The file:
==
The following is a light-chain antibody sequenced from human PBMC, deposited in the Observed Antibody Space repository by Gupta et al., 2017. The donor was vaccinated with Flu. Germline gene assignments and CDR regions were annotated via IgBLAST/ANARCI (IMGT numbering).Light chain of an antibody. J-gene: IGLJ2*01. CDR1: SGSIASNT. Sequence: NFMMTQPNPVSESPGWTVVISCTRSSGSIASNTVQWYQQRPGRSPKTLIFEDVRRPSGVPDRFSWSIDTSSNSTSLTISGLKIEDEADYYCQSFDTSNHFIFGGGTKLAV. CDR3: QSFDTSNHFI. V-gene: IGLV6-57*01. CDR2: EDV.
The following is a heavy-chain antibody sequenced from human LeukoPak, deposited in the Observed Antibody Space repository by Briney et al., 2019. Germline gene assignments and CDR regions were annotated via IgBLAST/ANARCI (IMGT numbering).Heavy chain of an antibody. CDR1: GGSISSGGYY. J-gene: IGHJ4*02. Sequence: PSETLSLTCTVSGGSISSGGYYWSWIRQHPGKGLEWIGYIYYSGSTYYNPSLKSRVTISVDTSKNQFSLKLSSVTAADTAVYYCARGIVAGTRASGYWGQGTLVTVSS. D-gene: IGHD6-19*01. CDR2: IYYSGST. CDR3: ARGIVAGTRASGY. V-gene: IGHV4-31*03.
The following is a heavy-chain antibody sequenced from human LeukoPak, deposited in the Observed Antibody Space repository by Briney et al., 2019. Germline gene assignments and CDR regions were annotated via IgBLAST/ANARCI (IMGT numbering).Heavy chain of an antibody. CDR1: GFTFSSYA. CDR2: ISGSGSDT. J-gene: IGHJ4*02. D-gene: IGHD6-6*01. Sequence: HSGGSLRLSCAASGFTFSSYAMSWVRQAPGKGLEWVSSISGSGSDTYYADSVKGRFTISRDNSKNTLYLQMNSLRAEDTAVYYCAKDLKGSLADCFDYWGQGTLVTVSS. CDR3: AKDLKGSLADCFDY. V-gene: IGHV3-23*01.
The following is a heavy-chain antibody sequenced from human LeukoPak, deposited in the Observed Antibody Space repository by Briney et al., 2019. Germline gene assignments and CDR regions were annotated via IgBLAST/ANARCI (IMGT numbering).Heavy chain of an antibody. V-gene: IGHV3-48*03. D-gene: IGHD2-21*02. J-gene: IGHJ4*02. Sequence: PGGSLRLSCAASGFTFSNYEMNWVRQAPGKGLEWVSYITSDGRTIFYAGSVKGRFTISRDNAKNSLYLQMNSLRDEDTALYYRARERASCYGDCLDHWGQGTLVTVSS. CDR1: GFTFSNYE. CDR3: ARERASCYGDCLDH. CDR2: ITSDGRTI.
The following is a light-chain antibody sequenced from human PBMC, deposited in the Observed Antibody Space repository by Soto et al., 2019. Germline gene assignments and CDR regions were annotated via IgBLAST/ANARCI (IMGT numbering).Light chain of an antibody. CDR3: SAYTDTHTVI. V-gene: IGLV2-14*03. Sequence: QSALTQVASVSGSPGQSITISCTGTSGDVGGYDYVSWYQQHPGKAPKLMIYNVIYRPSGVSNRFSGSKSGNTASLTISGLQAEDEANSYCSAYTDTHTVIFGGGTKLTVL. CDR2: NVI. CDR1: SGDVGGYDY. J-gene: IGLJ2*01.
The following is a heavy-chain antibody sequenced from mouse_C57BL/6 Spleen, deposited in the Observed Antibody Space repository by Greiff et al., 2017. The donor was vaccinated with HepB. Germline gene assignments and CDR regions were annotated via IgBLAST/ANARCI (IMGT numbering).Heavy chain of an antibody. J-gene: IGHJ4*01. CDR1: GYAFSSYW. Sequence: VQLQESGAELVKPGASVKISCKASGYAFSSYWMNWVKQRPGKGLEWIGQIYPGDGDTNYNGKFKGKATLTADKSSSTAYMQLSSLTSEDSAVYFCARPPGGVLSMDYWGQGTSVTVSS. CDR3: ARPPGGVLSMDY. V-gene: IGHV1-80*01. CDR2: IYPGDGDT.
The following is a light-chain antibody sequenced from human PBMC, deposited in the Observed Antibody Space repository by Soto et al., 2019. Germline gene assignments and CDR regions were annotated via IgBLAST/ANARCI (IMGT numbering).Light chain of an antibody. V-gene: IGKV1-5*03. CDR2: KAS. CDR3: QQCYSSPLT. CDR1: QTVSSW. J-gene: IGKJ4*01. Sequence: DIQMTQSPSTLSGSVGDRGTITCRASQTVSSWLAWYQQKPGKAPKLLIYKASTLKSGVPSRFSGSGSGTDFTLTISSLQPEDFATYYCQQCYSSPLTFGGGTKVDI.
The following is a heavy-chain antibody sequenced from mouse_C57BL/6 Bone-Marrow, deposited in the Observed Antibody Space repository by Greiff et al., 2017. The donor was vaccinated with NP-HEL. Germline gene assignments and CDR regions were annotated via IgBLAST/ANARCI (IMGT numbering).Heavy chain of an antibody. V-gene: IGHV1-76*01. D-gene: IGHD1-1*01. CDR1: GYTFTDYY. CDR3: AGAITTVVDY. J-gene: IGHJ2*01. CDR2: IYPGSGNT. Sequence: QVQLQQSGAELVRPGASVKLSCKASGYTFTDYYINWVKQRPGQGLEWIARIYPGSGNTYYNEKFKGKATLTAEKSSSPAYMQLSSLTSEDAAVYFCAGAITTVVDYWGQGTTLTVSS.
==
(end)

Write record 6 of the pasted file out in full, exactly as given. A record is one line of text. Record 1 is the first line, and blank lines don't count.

The following is a heavy-chain antibody sequenced from mouse_C57BL/6 Spleen, deposited in the Observed Antibody Space repository by Greiff et al., 2017. The donor was vaccinated with HepB. Germline gene assignments and CDR regions were annotated via IgBLAST/ANARCI (IMGT numbering).Heavy chain of an antibody. J-gene: IGHJ4*01. CDR1: GYAFSSYW. Sequence: VQLQESGAELVKPGASVKISCKASGYAFSSYWMNWVKQRPGKGLEWIGQIYPGDGDTNYNGKFKGKATLTADKSSSTAYMQLSSLTSEDSAVYFCARPPGGVLSMDYWGQGTSVTVSS. CDR3: ARPPGGVLSMDY. V-gene: IGHV1-80*01. CDR2: IYPGDGDT.